​When should young adults get their first credit card?

Americans can't live without credit cards, but the question of at which age consumers should take on their first piece of plastic is far from settled.

Two-thirds of Americans got their first credit card before they turned 25, but consumers generally believe that people are ready much earlier, a new survey from CreditCards.com found. Asked when someone should get their first credit card in their own name, the average response of 1,000 polled consumers was 22 years old.

That's a philosophy that many Americans are already putting into practice, with 47 percent of credit card holders noting that they received their first card before they turned 21. However, many of those consumers received their cards before the 2009 CARD Act, which limited marketing and issuing of credit cards to young adults. While America has been criticized as "credit card nation," a country addicted to debt, there may be a generational shift in the works, given that more than one in three consumers between 18-29 have never had a credit card.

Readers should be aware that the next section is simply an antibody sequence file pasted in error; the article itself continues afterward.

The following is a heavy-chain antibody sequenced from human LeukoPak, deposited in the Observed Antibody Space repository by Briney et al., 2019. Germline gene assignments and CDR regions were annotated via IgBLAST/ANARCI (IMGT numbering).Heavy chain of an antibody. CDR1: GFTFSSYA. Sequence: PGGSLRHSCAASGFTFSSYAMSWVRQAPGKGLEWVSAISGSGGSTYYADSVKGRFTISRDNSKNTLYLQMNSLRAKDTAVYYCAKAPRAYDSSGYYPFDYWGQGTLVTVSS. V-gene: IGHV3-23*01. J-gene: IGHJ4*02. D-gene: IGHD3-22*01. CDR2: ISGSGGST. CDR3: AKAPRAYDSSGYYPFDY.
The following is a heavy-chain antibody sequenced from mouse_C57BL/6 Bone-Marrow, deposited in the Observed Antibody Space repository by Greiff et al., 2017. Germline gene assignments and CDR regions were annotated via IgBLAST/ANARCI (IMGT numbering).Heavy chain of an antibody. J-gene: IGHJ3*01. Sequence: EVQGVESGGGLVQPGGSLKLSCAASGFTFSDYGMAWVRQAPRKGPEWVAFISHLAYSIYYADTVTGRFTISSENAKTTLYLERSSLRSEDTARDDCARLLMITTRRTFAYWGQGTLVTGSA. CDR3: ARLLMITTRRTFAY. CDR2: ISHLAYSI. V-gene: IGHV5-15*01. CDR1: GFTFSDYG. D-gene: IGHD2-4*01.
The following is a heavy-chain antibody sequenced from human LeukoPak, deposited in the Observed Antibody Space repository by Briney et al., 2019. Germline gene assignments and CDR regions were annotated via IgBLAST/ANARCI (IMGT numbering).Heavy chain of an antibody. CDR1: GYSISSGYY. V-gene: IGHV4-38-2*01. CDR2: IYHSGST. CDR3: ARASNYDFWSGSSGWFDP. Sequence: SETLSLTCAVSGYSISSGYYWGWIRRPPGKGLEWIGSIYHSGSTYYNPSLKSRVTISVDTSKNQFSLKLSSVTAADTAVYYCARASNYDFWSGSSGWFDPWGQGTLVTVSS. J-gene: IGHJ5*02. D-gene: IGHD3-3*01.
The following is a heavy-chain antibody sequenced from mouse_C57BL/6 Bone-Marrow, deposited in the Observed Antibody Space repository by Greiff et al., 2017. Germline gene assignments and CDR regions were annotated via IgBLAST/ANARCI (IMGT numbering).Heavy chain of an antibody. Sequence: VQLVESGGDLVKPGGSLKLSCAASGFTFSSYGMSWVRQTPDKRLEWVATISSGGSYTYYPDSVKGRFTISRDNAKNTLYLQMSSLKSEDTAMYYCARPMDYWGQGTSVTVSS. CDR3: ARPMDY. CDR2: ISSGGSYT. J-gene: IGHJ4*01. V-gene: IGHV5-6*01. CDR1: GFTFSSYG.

"Millennials' financial views were forged during the Great Recession and in the apocalyptic job market that they and their friends have faced. That skittishness has pushed them away from credit cards towards debit and prepaid cards," said Matt Schulz, CreditCards.com's senior analyst, in a statement.

The survey found a stark divide between rural and urban consumers and their views on when young adults are ready for the responsibility of having their own credit card. Only 46 percent of rural residents say someone should get their first credit card before 25, compared with 70 percent of urban and suburban residents.

Almost one in 10 rural residents also said that consumers should never have a credit card, compared with only 2 percent of urbanites and suburbanites, the study found.

The average U.S. household credit card debt is $15,611, based on only those households that are carrying debt, according to NerdWallet. Including all households -- such as those that don't have any card debt -- the average household owes $7,283.

While that may seem like a lot, it actually marks an improvement from 2009, when household credit card debt rose to an average of $19,000, thanks to the fallout of the economic crisis, which placed financial pressures on many families. Since 2011, credit card debt levels have hovered at about $15,600.